RENEE MONTAGNE, host:
If it's possible to make a rollicking good story about a congressional subcommittee funding a secret war, then director Mike Nichols has done it.
"Charlie Wilson's War" is a dark comedy based on the shenanigans of one East Texas congressman. In the 1980s, Charlie Wilson managed to funnel stinger missiles and other powerful weapons to Afghanistan for the mujahideen who were fighting the invading Soviets. Ultimately, a humiliating defeat in Afghanistan would help bring down the Soviet Union and end the Cold War.
Tom Hanks plays Charlie. Julia Roberts plays a Texas socialite and rabid anti-communist - here in her bedroom seducing the liberal congressman into taking up the Afghan cause.
(Soundbite of movie, "Charlie Wilson's War")
Ms. JULIA ROBERTS (Actor): (As Joanne Herring) You sit at the intersection of the State Department, the Pentagon and the CIA. You meet in a soundproof room underneath the Capitol and you preside over a secret and unlimited budget for the three agencies you would need to conduct a covert war. Isn't that right?
Mr. TOM HANKS (Actor): (As Charlie Wilson) I also have seats at the Kennedy Center.
MONTAGNE: Tom Hanks and Mike Nichols sat down with us to talk about "Charlie Wilson's War."
Let's start with Charlie, who we meet in the movie, lounging in a hot tub in Las Vegas, surrounded by a couple of exotic dancers and some drugs. I'll start with you, Tom Hanks. Who was Charlie Wilson?
Mr. HANKS: Well, he was a guy that didn't have any problems hanging out in a hot tub in Vegas with some exotic dancers. He was a notorious party boy, ladies' man, playboy. He would not hide the fact that he was a congressman. He would walk in to Caesars Palace and say, Hi, I'm Congressman Charlie Wilson from Texas. I'm supposed to be here for a big party up in a luxury suite. Which way do I go?
(Soundbite of laughter)
Mr. HANKS: And that would be it...
Mr. MIKE NICHOLS (Director, "Charlie Wilson's War"): Yeah.
Mr. HANKS: ...and all the rest of the night would take care of itself.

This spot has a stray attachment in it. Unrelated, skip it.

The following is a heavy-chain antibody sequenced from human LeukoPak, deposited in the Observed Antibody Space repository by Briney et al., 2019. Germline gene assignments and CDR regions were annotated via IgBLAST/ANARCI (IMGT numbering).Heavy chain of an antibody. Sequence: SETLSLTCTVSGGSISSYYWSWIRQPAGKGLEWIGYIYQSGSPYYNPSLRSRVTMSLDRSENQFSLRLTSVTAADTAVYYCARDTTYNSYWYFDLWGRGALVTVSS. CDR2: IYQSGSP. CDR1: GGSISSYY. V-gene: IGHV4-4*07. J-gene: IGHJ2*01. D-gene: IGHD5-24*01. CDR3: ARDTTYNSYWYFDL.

MONTAGNE: He was, though - Charlie Wilson was an entirely unlikely champion of Muslim freedom fighters in a country that one could presume none of his constituents back in East Texas would have been able to find on the map.
Mr. NICHOLS: This is where you've gone right to the crux of the question, which is how did this - how did this guy get interested - isn't that your picture of what happened?
Mr. HANKS: Yeah. And Charlie loved the Davids of the world as opposed to the Goliaths. And in this case, when he did see this ragtag group of people fighting the Soviet army, he identified with them as the underdogs. And he found a cause.
MONTAGNE: Charlie is one member of a colorful trio backing the mujahideen's fight against the Soviets in Afghanistan. There is Texas socialite, sixth richest woman in Texas, Joanne Herring, played by Julia Roberts. And then there's this CIA agent Gust Avrakotos, played by Philip Seymour Hoffman. Tell us about Gust.
Mr. HANKS: Well, Gust is the real deal - was the real deal. He was a guy who would - I think he probably strangled guys in darkened alleys. And he fought dirty, and he did dirty things, and he was proud of all of his skills.
MONTAGNE: You know, when he first meets Charlie Wilson, there's this little exchange - and we can play the clip - where they spar over the notion of who they are.
(Soundbite of movie, "Charlie Wilson's War")
Mr. HANKS: (As Charlie Wilson) How did a guy like you get into the agency?
Mr. PHILIP SEYMOUR HOFFMAN (Actor): (As Gust Avrakotos) What do you mean, a street guy?
Mr. HANKS: (As Charlie Wilson) You ain't James Bond.
Mr. HOFFMAN: (As Gust) You ain't Thomas Jefferson, so let's call it even.
(Soundbite of laughter)
Mr. HANKS: (As Charlie Wilson) Deal.